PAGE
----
There’s a saying that goes, “Life is short; take the trip, buy the shoes, eat the cake.” In my case, life is short, so I decided to take the trip.
I’ve been living with advanced stage ovarian cancer since April 2016. Despite the challenges I face each day, I still want to enjoy life and nothing makes me feel more alive than venturing to parts unknown on my Harley Davidson motorcycle.
In mid-August, I left my home on Swan’s Island for a solo motorcycle ride to the Gapsé Peninsula in Québec. I had previously traveled by motorcycle to three of Atlantic Canada’s Maritime provinces—New Brunswick, Prince Edward Island, and Nova Scotia. All offered beautiful scenery and great riding and I expected the same of the Gaspé Peninsula.
Traveling by motorcycle is challenging in many ways. There is limited room for your stuff, so you pack carefully—everything you take must be necessary.
Planning my trip started out no differently than my previous trips to Canada. I got out my map of Atlantic Canada and began to study it. I planned my route and researched the “must-see” sights along the way. As the date for my departure drew near, all the “what-ifs” started to enter my mind. What if it rained? What if I just didn’t have the stamina to ride every day? What if I got sick? I had been admitted to my local hospital just ten days before my departure date for a cancer-related complication, but I was determined to take this trip and to depart as planned.
The day for my departure arrived and I boarded the Swan’s Island ferry headed for what I hoped would be a great adventure. A successful trip would result in an overwhelming feeling of empowerment—that I was in control of my life rather than being controlled by my cancer.
My bike was loaded with everything I thought I might need, including my big Nikon digital SLR camera, which took up a lot of precious real estate inside my small saddlebags. I left things behind so that I could take my good camera, knowing the scenery ahead would be worthy of it.
On the first day, I rode to Van Buren in northern Maine—about 300 miles. I crossed the border into Canada the next morning at St. Leonard, New Brunswick. About 100 miles later, I entered Québec at the Gaspé Peninsula where I traveled east on Route 132. Traveling counter-clockwise around the Gaspé Peninsula gave me a water view on my side of the two-lane road. The miles ticked by and I enjoyed the small towns along Chaleur Bay, an arm of the Gulf of St. Lawrence.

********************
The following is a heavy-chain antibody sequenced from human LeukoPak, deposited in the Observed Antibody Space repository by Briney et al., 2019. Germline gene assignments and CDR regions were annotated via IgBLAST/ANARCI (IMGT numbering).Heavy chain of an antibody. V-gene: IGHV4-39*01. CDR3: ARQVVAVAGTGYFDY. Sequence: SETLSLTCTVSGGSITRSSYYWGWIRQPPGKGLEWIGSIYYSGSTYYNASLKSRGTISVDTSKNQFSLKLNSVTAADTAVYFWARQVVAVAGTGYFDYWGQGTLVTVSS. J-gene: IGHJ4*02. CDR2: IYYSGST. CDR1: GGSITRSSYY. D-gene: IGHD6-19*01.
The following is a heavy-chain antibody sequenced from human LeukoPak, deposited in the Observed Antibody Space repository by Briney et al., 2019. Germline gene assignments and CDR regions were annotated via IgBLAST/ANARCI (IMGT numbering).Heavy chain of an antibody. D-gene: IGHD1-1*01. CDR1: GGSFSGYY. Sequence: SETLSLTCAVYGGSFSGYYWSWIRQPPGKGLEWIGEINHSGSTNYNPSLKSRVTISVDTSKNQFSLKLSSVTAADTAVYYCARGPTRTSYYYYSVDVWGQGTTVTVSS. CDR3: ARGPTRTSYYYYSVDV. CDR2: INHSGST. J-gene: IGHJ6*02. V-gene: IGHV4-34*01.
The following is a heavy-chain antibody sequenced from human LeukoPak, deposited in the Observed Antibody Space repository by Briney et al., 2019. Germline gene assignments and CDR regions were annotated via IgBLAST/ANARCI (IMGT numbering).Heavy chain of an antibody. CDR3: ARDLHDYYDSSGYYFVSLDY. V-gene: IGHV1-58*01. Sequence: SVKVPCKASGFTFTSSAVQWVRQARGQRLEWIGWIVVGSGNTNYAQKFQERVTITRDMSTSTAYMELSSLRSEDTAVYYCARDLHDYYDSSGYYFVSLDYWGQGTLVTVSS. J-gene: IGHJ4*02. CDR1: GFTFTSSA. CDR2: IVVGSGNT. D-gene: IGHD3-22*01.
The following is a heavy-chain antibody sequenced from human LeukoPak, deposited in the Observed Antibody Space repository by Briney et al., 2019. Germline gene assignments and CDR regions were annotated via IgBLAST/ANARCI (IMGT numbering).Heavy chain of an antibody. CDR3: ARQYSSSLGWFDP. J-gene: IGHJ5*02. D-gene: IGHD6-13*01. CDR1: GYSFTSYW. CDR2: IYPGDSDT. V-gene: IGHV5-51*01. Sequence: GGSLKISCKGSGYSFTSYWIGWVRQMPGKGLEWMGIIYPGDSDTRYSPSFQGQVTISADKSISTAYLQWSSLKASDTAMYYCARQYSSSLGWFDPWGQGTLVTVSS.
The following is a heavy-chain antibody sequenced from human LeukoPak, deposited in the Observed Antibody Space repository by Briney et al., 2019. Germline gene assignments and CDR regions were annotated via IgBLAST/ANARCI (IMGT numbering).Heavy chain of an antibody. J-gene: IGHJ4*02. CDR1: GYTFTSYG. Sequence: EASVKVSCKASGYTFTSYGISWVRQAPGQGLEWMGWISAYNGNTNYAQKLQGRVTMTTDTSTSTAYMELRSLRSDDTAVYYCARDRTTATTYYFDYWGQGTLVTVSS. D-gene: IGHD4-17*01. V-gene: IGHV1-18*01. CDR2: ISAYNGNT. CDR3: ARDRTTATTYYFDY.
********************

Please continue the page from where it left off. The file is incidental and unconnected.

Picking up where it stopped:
In the afternoon, I reached my destination for the night, and the town of Percé and the famous Percé Rock came into view. The rock, a massive formation just yards off the shore, is 289-feet high, 1,420-feet long, and 300-feet wide.
Located near the rock off the coast of Percé is Bonaventure Island, a Canadian national park and home to the largest migratory bird refuge in North America. About 200,000 birds nest on the island, including 116,000 northern gannets. Daily boat excursions from Percé offer land tours to Bonaventure Island. From my second-floor hotel room overlooking the town of Percé, I had an unobstructed view of the town’s most famous icon, Percé Rock. I spent the afternoon walking around Percé taking pictures of the beautiful coastline of this touristy little town.
As wonderful as I found my time in Percé, the best was yet to come.
I made my way north the next morning toward the city of Gaspé, where I was headed to explore Canada’s Forillon National Park, the eastern most part of the entire Gaspé Peninsula. The park was stunning in its beauty. The road through the park took me through heavily forested areas and back out to coastal water views. Up and down mountain roads and around tight hairpin turns, it was a wonderful experience on a motorcycle.
As I made my way along the northern part of Forillon National Park, I encountered Canada’s tallest lighthouse, Cap-des-Rosiers, at 112 feet tall. It marks the turning point from the Gulf of St. Lawrence into the St. Lawrence River, which runs along the northern side of the Gaspé Peninsula.
As I departed the park, I began to head west across the top of the peninsula. The northern part is more rural, but the riding and scenery continued to be spectacular. I climbed mountainous roads and then rolled down into valleys dotted with small towns along the St. Lawrence River.
I turned south at Matane, leaving the St. Lawrence River behind and traveled through Matapédia Valley, an agricultural area surrounded by the Chic-Choc mountains. I spent my last night in the little town of Matapédia, close to the New Brunswick border, a good starting point for my long ride home the following day.
I logged 1,347 miles in five days, arriving home feeling empowered—just what I had hoped for. Next up for me might be to buy the shoes, or eat the cake, or better yet, I think I’ll just take another trip! Remember, life is short.
Donna Wiegle is a member of the board of trustees of the Island Institute, publisher of The Working Waterfront.